Private banks mull regional family office units

More private banks are looking to set up independent family office platforms in Asia or create external investment vehicles, says fund infrastructure platform Gordian Capital.
Private banks mull regional family office units

Private banks – under pressure amid the rise of the family office segment in Asia – are alert to every opportunity to retain client assets. One way for them to do this is to set up a multi-family office (MFO) platform independent of the bank, but affiliated to it.

Several big private banks in Asia are looking at going down this route, according to Gordian Capital, a Singapore-based fund-infrastructure platform. One that has already done so is Switzerland's Union Bancaire Privee, whose new MFO unit is free to make use of other providers for services such as custody and trade execution.

Gordian has received enquiries from a couple of the larger global wealth managers with businesses in Asia about developing such an offering. It declined to identify the firms in question. The five biggest players in the region by assets as of March this year were, in order of size, UBS, Citi, HSBC, Credit Suisse and JP Morgan.

Another rising trend is for private banks or MFOs to use external firms to set up bespoke independent investment vehicles for clients on which they advise, said Mark Voumard, chief executive and co-founder of Gordian.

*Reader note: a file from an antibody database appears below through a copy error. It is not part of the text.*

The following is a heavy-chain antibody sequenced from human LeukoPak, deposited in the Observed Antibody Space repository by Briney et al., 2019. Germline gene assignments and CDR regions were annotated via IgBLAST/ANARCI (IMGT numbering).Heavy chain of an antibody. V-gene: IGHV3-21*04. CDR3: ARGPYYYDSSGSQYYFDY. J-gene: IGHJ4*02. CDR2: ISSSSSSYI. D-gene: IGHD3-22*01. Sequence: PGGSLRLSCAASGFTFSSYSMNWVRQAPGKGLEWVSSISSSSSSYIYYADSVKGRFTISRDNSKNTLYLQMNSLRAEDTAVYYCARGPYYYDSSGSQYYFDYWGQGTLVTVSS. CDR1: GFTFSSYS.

One or two large private banks have been active in establishing such platforms to run funds externally, as opposed to in-house, he told AsianInvestor. “We have been involved in two such structures and have a number of proposals on the table. We hope this will grow from there.”

Stan Howard, a co-founder of Gordian, added: “Some private bankers are spinning out as IAMs [independent asset managers] or joining platforms like ours, while their clients are saying ‘why don’t we have our own fund and get advice from the IAMs and private banks?'”

Such clients have portfolios run by four or five private banks but want to consolidate them into one fund, he added, something Howard saw as a likely trend.

In fact, Gordian has never had so many enquiries about potential fund launches, he added, citing 10 the firm has received in the past three months. These are largely from Singapore-based individuals and groups, despite the firm's experience in and strong ties to Japan.

The proposals include real estate, private equity, hedge, Asian and global long-only funds looking for a regulated solution that will save them the initial outlay of building their own infrastructure, added Voumard.

Gordian's clients tend to be small players – perhaps with an initial $10 million – and the firm looks to take on funds with relatively similar strategies. Currently it has eight Japan long/short funds.

A lot of potential business is expected to come from family offices. The segment has been tipped to boom by Credit Suisse Private Banking, which estimated in a July report that one-quarter of an estimated 34,000 ultra-high-net-worth individuals globally reside in Asia. Yet only around 3% of the estimated 3,000 single-family offices worldwide are in the region, the paper noted.

And a study in the same month from Swiss private bank Julius Baer forecast that the amount of assets run by independent asset managers – either external asset managers or MFOs – in Asia would double to $56 billion by 2020.

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